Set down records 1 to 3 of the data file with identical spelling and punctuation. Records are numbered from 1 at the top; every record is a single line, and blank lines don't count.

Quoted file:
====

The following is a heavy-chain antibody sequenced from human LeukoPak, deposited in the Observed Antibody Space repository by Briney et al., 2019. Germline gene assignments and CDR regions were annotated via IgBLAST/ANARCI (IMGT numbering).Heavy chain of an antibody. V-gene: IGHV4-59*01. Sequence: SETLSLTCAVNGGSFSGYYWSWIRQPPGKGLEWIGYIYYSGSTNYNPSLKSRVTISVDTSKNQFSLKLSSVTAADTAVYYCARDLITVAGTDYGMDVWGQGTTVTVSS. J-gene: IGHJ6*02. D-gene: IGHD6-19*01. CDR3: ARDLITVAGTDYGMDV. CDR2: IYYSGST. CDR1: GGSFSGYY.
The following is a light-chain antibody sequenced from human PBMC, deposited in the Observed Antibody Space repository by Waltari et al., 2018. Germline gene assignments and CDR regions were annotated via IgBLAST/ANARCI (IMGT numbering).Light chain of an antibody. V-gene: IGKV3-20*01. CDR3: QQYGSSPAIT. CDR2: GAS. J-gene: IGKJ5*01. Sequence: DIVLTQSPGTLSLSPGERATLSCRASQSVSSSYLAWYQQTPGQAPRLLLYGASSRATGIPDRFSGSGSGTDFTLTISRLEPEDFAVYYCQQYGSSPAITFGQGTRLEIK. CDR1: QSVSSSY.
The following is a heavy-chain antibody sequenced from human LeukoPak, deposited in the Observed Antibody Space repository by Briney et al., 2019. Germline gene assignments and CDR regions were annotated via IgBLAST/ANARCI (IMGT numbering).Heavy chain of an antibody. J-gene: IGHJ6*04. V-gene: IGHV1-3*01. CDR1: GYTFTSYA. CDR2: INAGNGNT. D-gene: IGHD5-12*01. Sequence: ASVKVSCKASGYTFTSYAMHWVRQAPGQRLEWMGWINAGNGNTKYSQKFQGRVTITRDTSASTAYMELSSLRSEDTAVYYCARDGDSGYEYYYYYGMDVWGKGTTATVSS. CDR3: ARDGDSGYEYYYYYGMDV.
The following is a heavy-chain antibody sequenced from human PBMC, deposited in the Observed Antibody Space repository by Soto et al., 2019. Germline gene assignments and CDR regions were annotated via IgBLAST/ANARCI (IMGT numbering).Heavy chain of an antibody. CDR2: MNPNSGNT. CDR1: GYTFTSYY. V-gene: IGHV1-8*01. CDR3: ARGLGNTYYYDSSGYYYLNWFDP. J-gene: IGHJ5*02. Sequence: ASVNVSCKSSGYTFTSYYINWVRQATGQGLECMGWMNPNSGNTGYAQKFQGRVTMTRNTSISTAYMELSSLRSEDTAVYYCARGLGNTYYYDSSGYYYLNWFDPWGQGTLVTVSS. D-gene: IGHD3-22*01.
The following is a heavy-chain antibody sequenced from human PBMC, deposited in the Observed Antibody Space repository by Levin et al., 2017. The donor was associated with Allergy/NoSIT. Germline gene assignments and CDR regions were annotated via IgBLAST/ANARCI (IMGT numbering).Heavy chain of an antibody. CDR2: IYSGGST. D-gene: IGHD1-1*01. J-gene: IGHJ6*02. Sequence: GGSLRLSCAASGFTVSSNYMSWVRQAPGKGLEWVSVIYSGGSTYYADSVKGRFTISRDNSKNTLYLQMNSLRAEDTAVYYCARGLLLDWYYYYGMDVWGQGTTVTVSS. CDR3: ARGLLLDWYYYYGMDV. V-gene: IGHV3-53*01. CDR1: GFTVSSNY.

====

The following is a heavy-chain antibody sequenced from human LeukoPak, deposited in the Observed Antibody Space repository by Briney et al., 2019. Germline gene assignments and CDR regions were annotated via IgBLAST/ANARCI (IMGT numbering).Heavy chain of an antibody. V-gene: IGHV4-59*01. Sequence: SETLSLTCAVNGGSFSGYYWSWIRQPPGKGLEWIGYIYYSGSTNYNPSLKSRVTISVDTSKNQFSLKLSSVTAADTAVYYCARDLITVAGTDYGMDVWGQGTTVTVSS. J-gene: IGHJ6*02. D-gene: IGHD6-19*01. CDR3: ARDLITVAGTDYGMDV. CDR2: IYYSGST. CDR1: GGSFSGYY.
The following is a light-chain antibody sequenced from human PBMC, deposited in the Observed Antibody Space repository by Waltari et al., 2018. Germline gene assignments and CDR regions were annotated via IgBLAST/ANARCI (IMGT numbering).Light chain of an antibody. V-gene: IGKV3-20*01. CDR3: QQYGSSPAIT. CDR2: GAS. J-gene: IGKJ5*01. Sequence: DIVLTQSPGTLSLSPGERATLSCRASQSVSSSYLAWYQQTPGQAPRLLLYGASSRATGIPDRFSGSGSGTDFTLTISRLEPEDFAVYYCQQYGSSPAITFGQGTRLEIK. CDR1: QSVSSSY.
The following is a heavy-chain antibody sequenced from human LeukoPak, deposited in the Observed Antibody Space repository by Briney et al., 2019. Germline gene assignments and CDR regions were annotated via IgBLAST/ANARCI (IMGT numbering).Heavy chain of an antibody. J-gene: IGHJ6*04. V-gene: IGHV1-3*01. CDR1: GYTFTSYA. CDR2: INAGNGNT. D-gene: IGHD5-12*01. Sequence: ASVKVSCKASGYTFTSYAMHWVRQAPGQRLEWMGWINAGNGNTKYSQKFQGRVTITRDTSASTAYMELSSLRSEDTAVYYCARDGDSGYEYYYYYGMDVWGKGTTATVSS. CDR3: ARDGDSGYEYYYYYGMDV.